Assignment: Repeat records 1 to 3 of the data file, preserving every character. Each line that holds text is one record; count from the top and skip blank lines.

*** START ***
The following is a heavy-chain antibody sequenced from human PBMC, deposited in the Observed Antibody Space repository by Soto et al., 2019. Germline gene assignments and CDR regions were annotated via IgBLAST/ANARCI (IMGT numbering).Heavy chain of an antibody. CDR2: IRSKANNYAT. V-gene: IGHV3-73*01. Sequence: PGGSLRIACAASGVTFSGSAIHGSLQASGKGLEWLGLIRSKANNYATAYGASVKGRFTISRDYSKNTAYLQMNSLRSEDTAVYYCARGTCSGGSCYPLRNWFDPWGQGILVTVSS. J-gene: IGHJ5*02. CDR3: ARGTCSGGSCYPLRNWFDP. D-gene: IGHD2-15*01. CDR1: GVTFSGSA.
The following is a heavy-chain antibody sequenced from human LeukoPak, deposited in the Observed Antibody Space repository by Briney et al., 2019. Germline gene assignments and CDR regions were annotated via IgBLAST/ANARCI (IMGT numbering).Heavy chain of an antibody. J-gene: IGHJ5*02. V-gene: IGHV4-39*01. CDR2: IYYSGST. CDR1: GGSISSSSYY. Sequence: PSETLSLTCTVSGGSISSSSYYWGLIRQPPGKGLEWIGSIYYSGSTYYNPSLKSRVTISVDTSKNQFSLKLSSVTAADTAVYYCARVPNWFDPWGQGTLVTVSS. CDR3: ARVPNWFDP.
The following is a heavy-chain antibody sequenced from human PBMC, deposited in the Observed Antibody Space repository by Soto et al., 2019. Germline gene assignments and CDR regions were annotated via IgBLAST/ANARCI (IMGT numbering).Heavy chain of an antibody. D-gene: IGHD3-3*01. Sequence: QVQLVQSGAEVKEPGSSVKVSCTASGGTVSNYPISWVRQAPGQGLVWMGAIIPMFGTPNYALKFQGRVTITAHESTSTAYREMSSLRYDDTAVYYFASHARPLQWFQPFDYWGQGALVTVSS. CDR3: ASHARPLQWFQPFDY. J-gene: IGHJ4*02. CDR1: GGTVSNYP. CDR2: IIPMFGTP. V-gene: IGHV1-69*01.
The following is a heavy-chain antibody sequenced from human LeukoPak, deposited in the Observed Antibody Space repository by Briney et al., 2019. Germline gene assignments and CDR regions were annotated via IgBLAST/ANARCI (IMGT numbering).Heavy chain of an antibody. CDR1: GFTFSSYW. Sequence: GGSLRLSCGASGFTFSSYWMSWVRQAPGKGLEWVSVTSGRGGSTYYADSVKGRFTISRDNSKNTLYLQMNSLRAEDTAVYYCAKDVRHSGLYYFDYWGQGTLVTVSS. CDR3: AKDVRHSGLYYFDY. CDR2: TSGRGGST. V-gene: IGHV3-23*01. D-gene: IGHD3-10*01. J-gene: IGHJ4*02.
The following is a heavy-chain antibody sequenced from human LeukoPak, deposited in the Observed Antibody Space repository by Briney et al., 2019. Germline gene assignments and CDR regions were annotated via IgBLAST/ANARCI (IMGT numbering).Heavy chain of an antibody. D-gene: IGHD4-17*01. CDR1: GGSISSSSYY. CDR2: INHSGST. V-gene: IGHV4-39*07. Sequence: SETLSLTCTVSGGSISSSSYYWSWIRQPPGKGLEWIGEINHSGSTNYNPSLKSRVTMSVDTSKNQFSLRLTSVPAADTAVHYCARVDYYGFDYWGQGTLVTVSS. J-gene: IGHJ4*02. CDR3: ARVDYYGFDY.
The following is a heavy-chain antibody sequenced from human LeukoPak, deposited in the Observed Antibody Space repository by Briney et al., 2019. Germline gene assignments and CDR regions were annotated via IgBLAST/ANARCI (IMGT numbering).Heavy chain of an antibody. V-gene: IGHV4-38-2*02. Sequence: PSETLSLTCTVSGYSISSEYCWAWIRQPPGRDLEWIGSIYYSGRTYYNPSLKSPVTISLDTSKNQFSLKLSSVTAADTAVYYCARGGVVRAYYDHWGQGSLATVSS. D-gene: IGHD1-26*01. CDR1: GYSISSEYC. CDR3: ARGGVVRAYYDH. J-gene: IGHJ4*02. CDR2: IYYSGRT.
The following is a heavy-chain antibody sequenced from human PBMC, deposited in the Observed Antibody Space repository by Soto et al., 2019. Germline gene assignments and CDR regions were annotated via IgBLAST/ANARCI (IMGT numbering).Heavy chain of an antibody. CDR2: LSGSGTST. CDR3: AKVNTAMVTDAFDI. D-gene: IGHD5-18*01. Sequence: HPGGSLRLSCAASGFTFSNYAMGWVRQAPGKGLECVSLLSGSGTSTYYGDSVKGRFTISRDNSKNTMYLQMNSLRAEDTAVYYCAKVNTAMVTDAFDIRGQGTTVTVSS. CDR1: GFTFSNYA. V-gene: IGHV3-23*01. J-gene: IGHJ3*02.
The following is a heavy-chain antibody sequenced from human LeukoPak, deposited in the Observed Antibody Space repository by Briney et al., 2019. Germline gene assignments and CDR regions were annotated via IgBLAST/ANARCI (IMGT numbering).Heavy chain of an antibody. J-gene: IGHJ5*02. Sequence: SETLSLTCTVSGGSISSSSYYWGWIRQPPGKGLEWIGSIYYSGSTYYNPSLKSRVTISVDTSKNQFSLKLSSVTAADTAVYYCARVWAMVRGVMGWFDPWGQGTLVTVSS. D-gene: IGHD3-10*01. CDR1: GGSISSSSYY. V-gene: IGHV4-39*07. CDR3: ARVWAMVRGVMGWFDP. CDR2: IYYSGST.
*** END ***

The following is a heavy-chain antibody sequenced from human PBMC, deposited in the Observed Antibody Space repository by Soto et al., 2019. Germline gene assignments and CDR regions were annotated via IgBLAST/ANARCI (IMGT numbering).Heavy chain of an antibody. CDR2: IRSKANNYAT. V-gene: IGHV3-73*01. Sequence: PGGSLRIACAASGVTFSGSAIHGSLQASGKGLEWLGLIRSKANNYATAYGASVKGRFTISRDYSKNTAYLQMNSLRSEDTAVYYCARGTCSGGSCYPLRNWFDPWGQGILVTVSS. J-gene: IGHJ5*02. CDR3: ARGTCSGGSCYPLRNWFDP. D-gene: IGHD2-15*01. CDR1: GVTFSGSA.
The following is a heavy-chain antibody sequenced from human LeukoPak, deposited in the Observed Antibody Space repository by Briney et al., 2019. Germline gene assignments and CDR regions were annotated via IgBLAST/ANARCI (IMGT numbering).Heavy chain of an antibody. J-gene: IGHJ5*02. V-gene: IGHV4-39*01. CDR2: IYYSGST. CDR1: GGSISSSSYY. Sequence: PSETLSLTCTVSGGSISSSSYYWGLIRQPPGKGLEWIGSIYYSGSTYYNPSLKSRVTISVDTSKNQFSLKLSSVTAADTAVYYCARVPNWFDPWGQGTLVTVSS. CDR3: ARVPNWFDP.
The following is a heavy-chain antibody sequenced from human PBMC, deposited in the Observed Antibody Space repository by Soto et al., 2019. Germline gene assignments and CDR regions were annotated via IgBLAST/ANARCI (IMGT numbering).Heavy chain of an antibody. D-gene: IGHD3-3*01. Sequence: QVQLVQSGAEVKEPGSSVKVSCTASGGTVSNYPISWVRQAPGQGLVWMGAIIPMFGTPNYALKFQGRVTITAHESTSTAYREMSSLRYDDTAVYYFASHARPLQWFQPFDYWGQGALVTVSS. CDR3: ASHARPLQWFQPFDY. J-gene: IGHJ4*02. CDR1: GGTVSNYP. CDR2: IIPMFGTP. V-gene: IGHV1-69*01.